On the 26th, at break of day, the Emperor, after having deceived the enemy by different movements made during the day of the 25th, marched upon the village of Studzeanea, and caused, in spite of the enemy's division, and in its presence, two bridges to be thrown over the river. The Duke of Reggio passed, attacked the enemy, and led him, fighting two hours. The enemy retired upon the tête-du-pont of Borisow. General Legrand, an officer of the first rate merit, was badly, but not dangerously, wounded. During the whole of the 26th and 27th, the army passed.
The Duke of Belluno (Marshal Victor), commanding the 9th Corps, had received orders to follow the movement of the Duke of Reggio, to form the rear-guard, and keep in check the Russian army from the Dwina, which followed him. Partonneaux's division formed the rear-guard of this corps.
On the 27th, at noon, the Duke of Belluno arrived with two divisions at the bridge of Studzeanea.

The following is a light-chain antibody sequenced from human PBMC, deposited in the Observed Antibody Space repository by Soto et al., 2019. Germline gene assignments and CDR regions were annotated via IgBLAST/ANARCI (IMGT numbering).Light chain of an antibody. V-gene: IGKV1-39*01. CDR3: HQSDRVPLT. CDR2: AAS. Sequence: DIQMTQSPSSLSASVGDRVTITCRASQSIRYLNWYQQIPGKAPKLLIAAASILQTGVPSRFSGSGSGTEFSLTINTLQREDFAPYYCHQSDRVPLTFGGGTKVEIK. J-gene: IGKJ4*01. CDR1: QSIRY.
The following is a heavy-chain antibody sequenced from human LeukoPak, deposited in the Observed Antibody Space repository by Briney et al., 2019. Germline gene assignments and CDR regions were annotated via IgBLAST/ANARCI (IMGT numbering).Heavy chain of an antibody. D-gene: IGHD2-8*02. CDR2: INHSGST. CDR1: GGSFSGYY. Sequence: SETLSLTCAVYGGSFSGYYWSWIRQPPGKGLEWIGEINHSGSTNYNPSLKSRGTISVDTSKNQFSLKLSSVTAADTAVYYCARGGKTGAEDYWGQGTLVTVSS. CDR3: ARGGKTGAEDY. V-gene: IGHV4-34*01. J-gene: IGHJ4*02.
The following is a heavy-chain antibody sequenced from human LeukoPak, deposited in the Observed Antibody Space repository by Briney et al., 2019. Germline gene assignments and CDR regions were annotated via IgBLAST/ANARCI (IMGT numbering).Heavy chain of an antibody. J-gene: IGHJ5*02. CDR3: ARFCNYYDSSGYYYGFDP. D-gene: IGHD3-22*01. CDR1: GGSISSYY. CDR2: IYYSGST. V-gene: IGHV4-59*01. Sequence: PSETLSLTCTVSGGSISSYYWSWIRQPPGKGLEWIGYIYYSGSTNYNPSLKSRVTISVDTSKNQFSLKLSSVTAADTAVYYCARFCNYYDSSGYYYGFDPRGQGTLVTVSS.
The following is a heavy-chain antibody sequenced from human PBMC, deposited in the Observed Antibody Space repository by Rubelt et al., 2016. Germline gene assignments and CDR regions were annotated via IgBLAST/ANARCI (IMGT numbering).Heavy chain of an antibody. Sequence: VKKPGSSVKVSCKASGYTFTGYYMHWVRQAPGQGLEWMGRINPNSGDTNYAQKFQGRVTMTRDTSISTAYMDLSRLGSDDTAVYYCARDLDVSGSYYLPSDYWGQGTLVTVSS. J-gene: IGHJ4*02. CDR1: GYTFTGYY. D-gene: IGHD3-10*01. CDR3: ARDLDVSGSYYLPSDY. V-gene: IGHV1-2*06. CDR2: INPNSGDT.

Partonneaux's division set out at night from Borisow. A brigade of this division, formed the rear-guard and charged with burning the bridge, marched at seven in the evening and arrived between ten and eleven o'clock; it sought its first brigade and its General, who had departed two hours before, and which it had not met with in its route. Its efforts were in vain. Some uneasiness was then conceived. All we have since been able to learn is, that the first brigade set out at five o'clock, lost its way at six, went to the right instead of proceeding to the left, and marched two or three leagues in this direction; that, during the night, the benumbed with cold, it rallied at seeing the enemy's fires, that it mistook for those of the French army. Thus surrounded, it was taken. This cruel mistake must have caused us a loss of 2,000 infantry, 300 cavalry, and three pieces of artillery. Reports state, that the General of Division was not with his column, and had marched alone.